UK cap on migrants to face legal challenge

The annual cap is to be in place permanently from April 2011. Until then, the government has placed the limit at 24,100 migrants from outside the EU who could be allowed to take up jobs in Britain.

Several leading companies, including GE, and ministers in the David Cameron government have opposed the annual limit on the ground, saying that it is already hurting British economic recovery since companies are unable to find the right people with the right skills within the EU. The Joint Council for the Welfare of Immigrants is preparing a case against the limit on the ground that the restrictive measure did not get parliamentary approval.

Habib Rahman, JCWI chief executive, told The Guardian that the group was very concerned about the damage the interim cap already appeared to be doing to British business: He said: "It is harsh and disproportionate. We consider caps are a further attempt by the government to blame part of the financial difficulties the country finds itself in on migrants. Migrants fill the skill gap, create jobs and help rejuvenate the economy."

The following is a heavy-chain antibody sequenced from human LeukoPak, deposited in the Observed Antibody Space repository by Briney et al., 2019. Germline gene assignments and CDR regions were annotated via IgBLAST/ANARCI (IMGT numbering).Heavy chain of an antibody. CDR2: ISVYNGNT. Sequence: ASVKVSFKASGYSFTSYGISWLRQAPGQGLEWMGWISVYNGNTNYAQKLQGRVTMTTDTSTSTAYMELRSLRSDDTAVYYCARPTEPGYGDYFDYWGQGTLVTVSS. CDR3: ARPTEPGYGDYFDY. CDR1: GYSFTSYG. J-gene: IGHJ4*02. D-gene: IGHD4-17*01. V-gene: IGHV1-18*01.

However, the immigration minister, Damian Green, said: "We will rigorously defend this challenge and are confident of success. The government has been clear, we will introduce our permanent annual limit on economic migrants from outside the EU from April 2011."

He added: "While we decide how the annual limit should operate it is imperative that we have interim measures in place to avoid a rush of applications from migrants before the new rules take effect." The coalition government, he said, was "fully committed" to reduce the level of net migration back down to the levels of the 1990s: tens of thousands each year, not hundreds of thousands.

Introducing a limit on migrants from outside Europe coming here to work is just one of the ways we intend to achieve this, he added.

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